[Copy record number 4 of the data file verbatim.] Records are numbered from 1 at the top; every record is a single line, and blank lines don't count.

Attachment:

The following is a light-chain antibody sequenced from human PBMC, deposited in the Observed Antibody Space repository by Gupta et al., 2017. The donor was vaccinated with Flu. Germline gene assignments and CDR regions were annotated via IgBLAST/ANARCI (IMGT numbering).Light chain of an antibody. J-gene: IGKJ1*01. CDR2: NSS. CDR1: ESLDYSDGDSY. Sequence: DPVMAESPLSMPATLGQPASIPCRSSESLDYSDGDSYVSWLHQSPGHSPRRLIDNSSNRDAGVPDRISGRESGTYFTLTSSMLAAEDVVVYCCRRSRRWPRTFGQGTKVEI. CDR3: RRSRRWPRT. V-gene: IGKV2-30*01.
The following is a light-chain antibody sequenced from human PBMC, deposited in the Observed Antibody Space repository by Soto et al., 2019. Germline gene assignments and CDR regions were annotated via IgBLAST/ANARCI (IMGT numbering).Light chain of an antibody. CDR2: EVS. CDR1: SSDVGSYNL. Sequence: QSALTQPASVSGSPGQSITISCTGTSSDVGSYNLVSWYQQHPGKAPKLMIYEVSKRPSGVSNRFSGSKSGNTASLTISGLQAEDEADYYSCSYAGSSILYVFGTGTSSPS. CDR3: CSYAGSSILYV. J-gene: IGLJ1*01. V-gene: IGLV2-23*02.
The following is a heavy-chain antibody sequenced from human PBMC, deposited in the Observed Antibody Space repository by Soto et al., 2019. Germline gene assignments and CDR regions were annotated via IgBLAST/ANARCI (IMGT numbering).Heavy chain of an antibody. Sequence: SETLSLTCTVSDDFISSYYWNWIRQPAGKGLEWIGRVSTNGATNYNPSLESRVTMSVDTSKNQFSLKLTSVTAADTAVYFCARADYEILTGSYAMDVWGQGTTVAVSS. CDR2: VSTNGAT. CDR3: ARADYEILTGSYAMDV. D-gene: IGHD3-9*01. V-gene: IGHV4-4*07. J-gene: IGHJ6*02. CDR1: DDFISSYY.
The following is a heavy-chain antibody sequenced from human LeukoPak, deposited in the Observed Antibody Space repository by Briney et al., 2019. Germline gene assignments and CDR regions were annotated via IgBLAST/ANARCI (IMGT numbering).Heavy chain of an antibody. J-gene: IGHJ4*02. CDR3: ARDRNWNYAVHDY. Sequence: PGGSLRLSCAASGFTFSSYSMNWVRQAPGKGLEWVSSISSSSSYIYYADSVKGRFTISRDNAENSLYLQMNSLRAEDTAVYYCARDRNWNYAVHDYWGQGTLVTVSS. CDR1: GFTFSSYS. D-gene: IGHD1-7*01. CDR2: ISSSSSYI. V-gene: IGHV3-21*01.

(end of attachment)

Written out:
The following is a heavy-chain antibody sequenced from human LeukoPak, deposited in the Observed Antibody Space repository by Briney et al., 2019. Germline gene assignments and CDR regions were annotated via IgBLAST/ANARCI (IMGT numbering).Heavy chain of an antibody. J-gene: IGHJ4*02. CDR3: ARDRNWNYAVHDY. Sequence: PGGSLRLSCAASGFTFSSYSMNWVRQAPGKGLEWVSSISSSSSYIYYADSVKGRFTISRDNAENSLYLQMNSLRAEDTAVYYCARDRNWNYAVHDYWGQGTLVTVSS. CDR1: GFTFSSYS. D-gene: IGHD1-7*01. CDR2: ISSSSSYI. V-gene: IGHV3-21*01.